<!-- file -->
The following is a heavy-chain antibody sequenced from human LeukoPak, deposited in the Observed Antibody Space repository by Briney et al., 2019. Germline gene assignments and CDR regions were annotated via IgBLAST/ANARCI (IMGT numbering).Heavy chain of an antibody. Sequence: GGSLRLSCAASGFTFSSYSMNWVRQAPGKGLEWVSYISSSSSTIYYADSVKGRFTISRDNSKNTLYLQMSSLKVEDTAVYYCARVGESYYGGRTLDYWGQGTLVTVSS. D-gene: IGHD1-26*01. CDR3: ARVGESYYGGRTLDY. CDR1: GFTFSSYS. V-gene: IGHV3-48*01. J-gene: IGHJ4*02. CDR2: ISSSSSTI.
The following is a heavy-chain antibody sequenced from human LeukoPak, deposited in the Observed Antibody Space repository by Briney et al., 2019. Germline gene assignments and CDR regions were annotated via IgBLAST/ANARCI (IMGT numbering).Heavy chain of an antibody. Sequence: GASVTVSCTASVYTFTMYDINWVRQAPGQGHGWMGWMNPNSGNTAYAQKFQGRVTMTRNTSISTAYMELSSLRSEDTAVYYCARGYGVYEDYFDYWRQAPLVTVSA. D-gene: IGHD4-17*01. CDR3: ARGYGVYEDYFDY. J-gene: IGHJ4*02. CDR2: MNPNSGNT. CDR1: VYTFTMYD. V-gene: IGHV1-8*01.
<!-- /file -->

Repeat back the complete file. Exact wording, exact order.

The following is a heavy-chain antibody sequenced from human LeukoPak, deposited in the Observed Antibody Space repository by Briney et al., 2019. Germline gene assignments and CDR regions were annotated via IgBLAST/ANARCI (IMGT numbering).Heavy chain of an antibody. Sequence: GGSLRLSCAASGFTFSSYSMNWVRQAPGKGLEWVSYISSSSSTIYYADSVKGRFTISRDNSKNTLYLQMSSLKVEDTAVYYCARVGESYYGGRTLDYWGQGTLVTVSS. D-gene: IGHD1-26*01. CDR3: ARVGESYYGGRTLDY. CDR1: GFTFSSYS. V-gene: IGHV3-48*01. J-gene: IGHJ4*02. CDR2: ISSSSSTI.
The following is a heavy-chain antibody sequenced from human LeukoPak, deposited in the Observed Antibody Space repository by Briney et al., 2019. Germline gene assignments and CDR regions were annotated via IgBLAST/ANARCI (IMGT numbering).Heavy chain of an antibody. Sequence: GASVTVSCTASVYTFTMYDINWVRQAPGQGHGWMGWMNPNSGNTAYAQKFQGRVTMTRNTSISTAYMELSSLRSEDTAVYYCARGYGVYEDYFDYWRQAPLVTVSA. D-gene: IGHD4-17*01. CDR3: ARGYGVYEDYFDY. J-gene: IGHJ4*02. CDR2: MNPNSGNT. CDR1: VYTFTMYD. V-gene: IGHV1-8*01.